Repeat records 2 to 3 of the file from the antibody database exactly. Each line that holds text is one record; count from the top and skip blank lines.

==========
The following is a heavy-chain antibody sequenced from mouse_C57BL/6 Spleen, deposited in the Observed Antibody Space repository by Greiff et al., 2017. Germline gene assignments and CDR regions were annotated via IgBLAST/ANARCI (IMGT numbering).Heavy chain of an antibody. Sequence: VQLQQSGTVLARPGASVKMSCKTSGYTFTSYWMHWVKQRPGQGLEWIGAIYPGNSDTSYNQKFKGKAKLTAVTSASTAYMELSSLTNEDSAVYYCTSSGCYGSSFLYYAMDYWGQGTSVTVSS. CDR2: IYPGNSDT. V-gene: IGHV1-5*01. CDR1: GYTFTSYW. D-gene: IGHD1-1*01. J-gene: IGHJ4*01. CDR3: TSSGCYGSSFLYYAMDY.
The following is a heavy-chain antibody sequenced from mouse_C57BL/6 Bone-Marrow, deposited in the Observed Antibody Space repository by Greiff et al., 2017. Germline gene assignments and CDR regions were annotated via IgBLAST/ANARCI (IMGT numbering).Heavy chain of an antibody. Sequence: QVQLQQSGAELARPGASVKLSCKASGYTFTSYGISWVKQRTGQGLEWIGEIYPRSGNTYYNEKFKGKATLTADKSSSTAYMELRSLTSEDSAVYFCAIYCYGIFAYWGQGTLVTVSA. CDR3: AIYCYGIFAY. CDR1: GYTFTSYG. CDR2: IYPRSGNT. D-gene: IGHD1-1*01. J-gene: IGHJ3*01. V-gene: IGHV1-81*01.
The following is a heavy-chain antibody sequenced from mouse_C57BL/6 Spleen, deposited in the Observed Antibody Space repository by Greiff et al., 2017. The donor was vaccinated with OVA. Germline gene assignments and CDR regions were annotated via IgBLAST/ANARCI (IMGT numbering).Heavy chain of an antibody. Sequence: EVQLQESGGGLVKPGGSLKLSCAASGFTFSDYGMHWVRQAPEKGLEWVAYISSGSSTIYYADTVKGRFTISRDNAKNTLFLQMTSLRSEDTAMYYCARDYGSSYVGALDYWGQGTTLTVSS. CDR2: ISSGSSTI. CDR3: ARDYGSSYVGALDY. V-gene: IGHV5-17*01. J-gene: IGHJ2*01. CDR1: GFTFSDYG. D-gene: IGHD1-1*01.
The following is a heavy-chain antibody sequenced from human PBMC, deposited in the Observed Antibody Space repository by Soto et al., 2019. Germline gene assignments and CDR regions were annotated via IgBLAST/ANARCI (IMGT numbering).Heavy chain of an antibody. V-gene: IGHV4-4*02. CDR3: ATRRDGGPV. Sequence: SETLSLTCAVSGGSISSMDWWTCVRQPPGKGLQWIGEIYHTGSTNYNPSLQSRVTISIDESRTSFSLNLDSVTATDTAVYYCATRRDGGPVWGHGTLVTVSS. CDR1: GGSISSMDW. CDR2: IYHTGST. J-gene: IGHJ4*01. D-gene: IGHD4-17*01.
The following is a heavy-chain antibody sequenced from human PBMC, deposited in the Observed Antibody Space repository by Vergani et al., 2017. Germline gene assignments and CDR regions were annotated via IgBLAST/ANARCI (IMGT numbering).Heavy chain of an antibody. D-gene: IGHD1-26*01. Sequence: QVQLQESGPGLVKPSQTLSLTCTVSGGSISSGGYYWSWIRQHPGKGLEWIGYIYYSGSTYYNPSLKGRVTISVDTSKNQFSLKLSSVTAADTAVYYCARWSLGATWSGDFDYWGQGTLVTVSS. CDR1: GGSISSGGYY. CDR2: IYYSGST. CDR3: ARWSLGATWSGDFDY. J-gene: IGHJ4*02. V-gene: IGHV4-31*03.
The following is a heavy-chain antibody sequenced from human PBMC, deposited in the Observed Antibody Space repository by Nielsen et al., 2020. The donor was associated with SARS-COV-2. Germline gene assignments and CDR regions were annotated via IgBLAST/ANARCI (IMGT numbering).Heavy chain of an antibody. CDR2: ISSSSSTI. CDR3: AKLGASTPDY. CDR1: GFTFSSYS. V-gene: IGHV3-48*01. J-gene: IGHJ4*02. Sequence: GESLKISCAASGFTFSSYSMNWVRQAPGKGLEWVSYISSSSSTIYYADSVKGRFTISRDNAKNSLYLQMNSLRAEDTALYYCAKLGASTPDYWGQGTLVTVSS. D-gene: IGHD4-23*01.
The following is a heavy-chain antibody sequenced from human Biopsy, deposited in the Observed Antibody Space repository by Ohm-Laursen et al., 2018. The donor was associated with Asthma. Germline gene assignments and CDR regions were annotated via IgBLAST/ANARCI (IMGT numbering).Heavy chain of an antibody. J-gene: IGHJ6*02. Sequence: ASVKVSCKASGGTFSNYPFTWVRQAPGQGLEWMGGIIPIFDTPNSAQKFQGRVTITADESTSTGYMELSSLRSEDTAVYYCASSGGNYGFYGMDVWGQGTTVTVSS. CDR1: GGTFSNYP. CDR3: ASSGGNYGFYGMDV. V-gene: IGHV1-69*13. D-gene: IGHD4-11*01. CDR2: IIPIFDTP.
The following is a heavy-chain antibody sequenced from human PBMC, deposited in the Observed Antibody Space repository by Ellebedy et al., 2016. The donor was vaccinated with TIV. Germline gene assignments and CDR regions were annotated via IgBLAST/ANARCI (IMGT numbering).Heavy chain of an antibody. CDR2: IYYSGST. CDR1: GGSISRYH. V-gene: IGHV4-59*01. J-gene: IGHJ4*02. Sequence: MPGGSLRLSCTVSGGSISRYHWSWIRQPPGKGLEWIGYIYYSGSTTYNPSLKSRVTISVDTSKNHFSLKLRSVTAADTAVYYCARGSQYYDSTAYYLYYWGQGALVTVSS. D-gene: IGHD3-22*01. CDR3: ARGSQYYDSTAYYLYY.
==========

The following is a heavy-chain antibody sequenced from mouse_C57BL/6 Bone-Marrow, deposited in the Observed Antibody Space repository by Greiff et al., 2017. Germline gene assignments and CDR regions were annotated via IgBLAST/ANARCI (IMGT numbering).Heavy chain of an antibody. Sequence: QVQLQQSGAELARPGASVKLSCKASGYTFTSYGISWVKQRTGQGLEWIGEIYPRSGNTYYNEKFKGKATLTADKSSSTAYMELRSLTSEDSAVYFCAIYCYGIFAYWGQGTLVTVSA. CDR3: AIYCYGIFAY. CDR1: GYTFTSYG. CDR2: IYPRSGNT. D-gene: IGHD1-1*01. J-gene: IGHJ3*01. V-gene: IGHV1-81*01.
The following is a heavy-chain antibody sequenced from mouse_C57BL/6 Spleen, deposited in the Observed Antibody Space repository by Greiff et al., 2017. The donor was vaccinated with OVA. Germline gene assignments and CDR regions were annotated via IgBLAST/ANARCI (IMGT numbering).Heavy chain of an antibody. Sequence: EVQLQESGGGLVKPGGSLKLSCAASGFTFSDYGMHWVRQAPEKGLEWVAYISSGSSTIYYADTVKGRFTISRDNAKNTLFLQMTSLRSEDTAMYYCARDYGSSYVGALDYWGQGTTLTVSS. CDR2: ISSGSSTI. CDR3: ARDYGSSYVGALDY. V-gene: IGHV5-17*01. J-gene: IGHJ2*01. CDR1: GFTFSDYG. D-gene: IGHD1-1*01.